By Mary Kemper
For the first time in its 75 years of research, the topic of spreading depolarization has received its own special issue in the Journal of Cerebral Blood Flow & Metabolism. Guest editors of the Brain Injury Depolarizations issue are Jed Hartings, PhD, Research Associate Professor at the University of Cincinnati and a grant recipient of the Mayfield Education and Research Foundation, and Jens Dreier, MD, of Charité University Medicine Berlin, Germany. The issue is groundbreaking; the topic is hot and mainstream.
Groundbreaking are the latest updates in global efforts toward a translational science in neuroprotection: that is, from laboratory research to experimental treatment after brain injury. Routine monitoring at a patient’s bedside could eventually track the culprit of spreading depolarizations. Researchers could then define a personalized intervention to stop further brain damage.
Spreading depolarizations, sometimes called brain tsunamis, resurged as a hot topic in neuroscience. Both seizures and spreading depolarizations were discovered in the 1940s. While the field of seizures took off, spreading depolarization (then known as spreading depression) became a niche study. This slowed both the science of how these electrical disturbances form and spread through the brain after injury, and the treatment to prevent this spread that wreaks havoc on brain tissue.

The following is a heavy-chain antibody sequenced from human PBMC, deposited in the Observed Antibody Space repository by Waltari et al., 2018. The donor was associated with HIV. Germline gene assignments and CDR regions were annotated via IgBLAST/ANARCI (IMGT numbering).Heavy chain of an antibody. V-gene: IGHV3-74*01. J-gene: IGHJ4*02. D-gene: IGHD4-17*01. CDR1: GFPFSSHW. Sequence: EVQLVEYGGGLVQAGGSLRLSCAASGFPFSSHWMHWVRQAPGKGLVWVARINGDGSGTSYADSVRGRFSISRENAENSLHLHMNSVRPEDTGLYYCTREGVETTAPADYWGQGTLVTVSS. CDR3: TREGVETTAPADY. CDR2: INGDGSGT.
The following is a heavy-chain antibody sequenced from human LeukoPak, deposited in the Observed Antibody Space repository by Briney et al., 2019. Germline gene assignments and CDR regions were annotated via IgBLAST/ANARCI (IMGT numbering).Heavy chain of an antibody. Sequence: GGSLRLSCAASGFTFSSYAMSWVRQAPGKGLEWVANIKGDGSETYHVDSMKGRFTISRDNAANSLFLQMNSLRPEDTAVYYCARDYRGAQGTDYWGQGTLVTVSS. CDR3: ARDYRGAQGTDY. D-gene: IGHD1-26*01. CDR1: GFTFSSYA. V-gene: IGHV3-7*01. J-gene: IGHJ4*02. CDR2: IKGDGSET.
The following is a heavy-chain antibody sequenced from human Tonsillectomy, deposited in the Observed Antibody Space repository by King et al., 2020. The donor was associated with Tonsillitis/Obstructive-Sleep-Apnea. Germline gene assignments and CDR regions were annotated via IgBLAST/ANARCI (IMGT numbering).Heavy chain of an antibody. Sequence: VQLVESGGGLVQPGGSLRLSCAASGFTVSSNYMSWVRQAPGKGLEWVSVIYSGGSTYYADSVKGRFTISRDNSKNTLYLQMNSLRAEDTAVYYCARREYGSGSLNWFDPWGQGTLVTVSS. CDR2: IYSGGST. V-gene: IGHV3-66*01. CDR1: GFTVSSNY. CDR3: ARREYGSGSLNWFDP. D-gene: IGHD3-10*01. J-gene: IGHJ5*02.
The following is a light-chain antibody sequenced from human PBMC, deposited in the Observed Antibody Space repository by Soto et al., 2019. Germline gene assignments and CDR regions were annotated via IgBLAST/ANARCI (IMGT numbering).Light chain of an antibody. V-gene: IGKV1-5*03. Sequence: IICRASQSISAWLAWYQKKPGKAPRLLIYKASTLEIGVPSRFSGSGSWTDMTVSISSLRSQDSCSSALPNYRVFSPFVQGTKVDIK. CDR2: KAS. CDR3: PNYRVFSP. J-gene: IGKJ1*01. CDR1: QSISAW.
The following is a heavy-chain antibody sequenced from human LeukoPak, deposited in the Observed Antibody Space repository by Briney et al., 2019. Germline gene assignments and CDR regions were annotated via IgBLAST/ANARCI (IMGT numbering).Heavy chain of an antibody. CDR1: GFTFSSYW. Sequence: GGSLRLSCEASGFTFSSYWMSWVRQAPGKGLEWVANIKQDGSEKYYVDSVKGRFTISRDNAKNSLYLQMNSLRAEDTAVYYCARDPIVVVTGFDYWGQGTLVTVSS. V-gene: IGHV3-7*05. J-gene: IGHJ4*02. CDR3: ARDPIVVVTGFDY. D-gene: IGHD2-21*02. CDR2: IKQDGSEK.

However, since the early 2000s, the Co-operative Studies on Brain Injury Depolarizations (COSBID) has reinvigorated this field. They committed to advancing research and clinical studies. After more than a decade of clinical studies, the COSBID group proved that spreading depolarizations are common after stroke or trauma, sometimes more than 4-fold compared with seizures. The COSBID researchers proved how these tsunami-like waves of destruction could be tracked, even in real time.
With Mayfield Foundation funds, Dr. Hartings and his research team piloted a noninvasive method using electroencephalography (EEG) to record the path of these waves. Electrodes placed on the scalp of the brain-injured patient eliminated the need for direct contact on the brain surface. Being minimally invasive freed up research to advance real-time monitoring at the bedside.
As research exploded, COSBID recognized a need to bring precision, a cohesion, to their field. This special issue addresses that.
Dr. Hartings himself, with COSBID collaborators from more than a dozen countries, contributed two articles in this issue. “From the beginning, our research received funding by Mayfield Foundation,” he says. “Its support ultimately helped to make this issue possible. Our two articles received Mayfield grants. The first article reviews the 75-year history of this field of study. The second is a first-time, step-by-step guide for researchers on how to monitor and study these brain tsunamis. We set guidelines on the best way to score the severity of injury, interpret brain EEG, and follow the patient with this secondary injury after stroke or trauma.
“We now have a common language, a standard of care by a global community of researchers and clinicians worldwide to guide our next discoveries,” Dr. Hartings concludes.
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The Mayfield Education & Research Foundation is dedicated to the advancement of care and new treatments for patients with brain and spine disorders, to the prevention of neurological injury through community education, and to the development of neurosurgeons through ongoing training and education. Established in 1978, the Foundation mirrors and furthers the legacy and impact of the Mayfield Clinic.